The T20 World Cup 2021 is indeed very special. The last cricket World Cup was in 2019, when England won the 50-over tournament. Much has happened since then. More precisely, COVID-19 happened. And competitive cricket ground to a halt.
When international cricket resumed after a 116-day interval, the longest gap between matches in 37 years, spectators were kept out of stadiums to prevent the spread of the new coronavirus. That too has become a memory; the Dubai International Stadium was nearly packed for the Indian Premier League final last week.
So when the ICC Men’s T20 World Cup rolls into the UAE, cricket had come a full circle. The COVID threat has diminished, and sports activities are in full swing. But safety protocols remain in place so that the virus doesn’t make a comeback.
Cricketing action has been taking place at a frenetic pace in the secure environs of biobubbles. True, it takes a toll on the players, but it helps keep the sport alive. Most cricketing nations have been playing, especially India, who have toured Australia and England. The most successful T20 franchise cricket, IPL, concluded in the UAE after a COVID-induced break and change of venue.
The T20 global showpiece is a timely reminder that normality has returned to our lives. And we have started enjoying the things we love most. Cricket is a passion that brings cricketers and supporters together. When the Super 12s begin on Saturday, the UAE stadiums will reverberate with the sound of white-ball striking the willow and cheers will rise from the stands.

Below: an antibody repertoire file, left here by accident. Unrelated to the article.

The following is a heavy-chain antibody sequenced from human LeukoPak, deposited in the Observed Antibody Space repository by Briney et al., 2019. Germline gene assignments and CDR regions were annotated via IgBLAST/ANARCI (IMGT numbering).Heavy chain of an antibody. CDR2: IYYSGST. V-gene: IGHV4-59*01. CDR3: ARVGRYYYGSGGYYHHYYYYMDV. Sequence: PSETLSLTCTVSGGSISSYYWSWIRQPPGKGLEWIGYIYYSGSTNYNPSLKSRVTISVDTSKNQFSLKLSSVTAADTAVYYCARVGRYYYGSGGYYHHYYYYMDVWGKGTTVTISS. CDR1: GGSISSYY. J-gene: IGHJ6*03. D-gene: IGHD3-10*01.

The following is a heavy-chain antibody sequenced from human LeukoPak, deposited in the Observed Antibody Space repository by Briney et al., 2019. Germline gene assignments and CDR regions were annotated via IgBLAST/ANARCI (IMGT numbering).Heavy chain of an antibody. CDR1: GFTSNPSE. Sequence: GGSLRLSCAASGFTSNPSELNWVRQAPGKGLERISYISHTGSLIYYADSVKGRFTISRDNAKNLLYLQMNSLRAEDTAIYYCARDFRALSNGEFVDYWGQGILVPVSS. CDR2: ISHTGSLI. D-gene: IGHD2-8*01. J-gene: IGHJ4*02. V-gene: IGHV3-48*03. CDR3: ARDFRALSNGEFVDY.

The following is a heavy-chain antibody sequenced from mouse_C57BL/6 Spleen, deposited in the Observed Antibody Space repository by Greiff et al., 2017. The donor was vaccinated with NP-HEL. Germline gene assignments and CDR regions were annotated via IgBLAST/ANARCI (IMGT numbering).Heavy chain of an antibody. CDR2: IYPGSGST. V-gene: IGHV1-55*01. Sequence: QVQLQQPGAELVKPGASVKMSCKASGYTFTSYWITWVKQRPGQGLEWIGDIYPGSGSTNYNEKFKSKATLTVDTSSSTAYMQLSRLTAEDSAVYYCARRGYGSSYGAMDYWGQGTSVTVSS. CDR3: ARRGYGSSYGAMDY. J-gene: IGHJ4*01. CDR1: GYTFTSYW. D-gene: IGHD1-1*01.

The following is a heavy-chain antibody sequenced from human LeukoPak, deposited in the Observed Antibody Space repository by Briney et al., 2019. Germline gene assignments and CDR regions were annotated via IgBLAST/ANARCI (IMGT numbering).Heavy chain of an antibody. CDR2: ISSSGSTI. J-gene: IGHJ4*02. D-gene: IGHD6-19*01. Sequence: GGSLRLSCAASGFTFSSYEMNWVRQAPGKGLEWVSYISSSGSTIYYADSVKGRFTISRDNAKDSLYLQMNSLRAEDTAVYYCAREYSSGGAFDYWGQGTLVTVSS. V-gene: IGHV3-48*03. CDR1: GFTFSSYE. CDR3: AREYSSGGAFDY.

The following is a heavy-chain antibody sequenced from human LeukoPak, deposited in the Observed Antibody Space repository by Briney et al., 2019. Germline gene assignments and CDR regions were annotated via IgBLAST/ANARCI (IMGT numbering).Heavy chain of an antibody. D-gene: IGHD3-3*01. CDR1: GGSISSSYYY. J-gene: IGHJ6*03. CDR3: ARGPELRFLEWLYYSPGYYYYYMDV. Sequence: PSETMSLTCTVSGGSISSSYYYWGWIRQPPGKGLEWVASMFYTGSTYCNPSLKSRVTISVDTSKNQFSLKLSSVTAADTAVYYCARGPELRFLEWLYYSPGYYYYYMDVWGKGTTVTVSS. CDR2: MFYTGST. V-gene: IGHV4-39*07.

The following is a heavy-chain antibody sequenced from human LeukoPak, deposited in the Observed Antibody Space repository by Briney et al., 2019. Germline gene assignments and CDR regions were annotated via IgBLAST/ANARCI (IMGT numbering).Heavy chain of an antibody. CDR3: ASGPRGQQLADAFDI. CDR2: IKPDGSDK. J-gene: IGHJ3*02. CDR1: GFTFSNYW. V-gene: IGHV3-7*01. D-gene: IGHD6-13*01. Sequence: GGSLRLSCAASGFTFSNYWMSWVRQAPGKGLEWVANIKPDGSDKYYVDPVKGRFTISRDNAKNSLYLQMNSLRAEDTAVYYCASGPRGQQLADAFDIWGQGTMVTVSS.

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The weather in the UAE is cooling down. The pitches haven’t seen too many run-fests in the IPL, but the strips would have settled down when the Super 12s get underway. Spinners and slower deliveries of pacemen will get purchase. There may not be too many run riots, but there will be enough to keep the spectators engrossed. Exciting battles await.
Two-time winners West Indies will begin the defence of their title won in 2016. India and Pakistan will be keen to deny the Caribbean cricketers and win another trophy for themselves. England will want to add the T20 crown to the 50-over World Cup. New Zealand, enjoying some of their best cricketing years, are already World Test Championship winners, but they are hungry for the T20 trophy, especially since England denied them the 50-over World Cup. Australia and South Africa, both cricket powerhouses, will want to win the missing silverware; they meet in the Super 12 opener on Saturday.
Who will win? It doesn’t matter. The T20 World Cup is back after a five-year delay. Cricket has won already.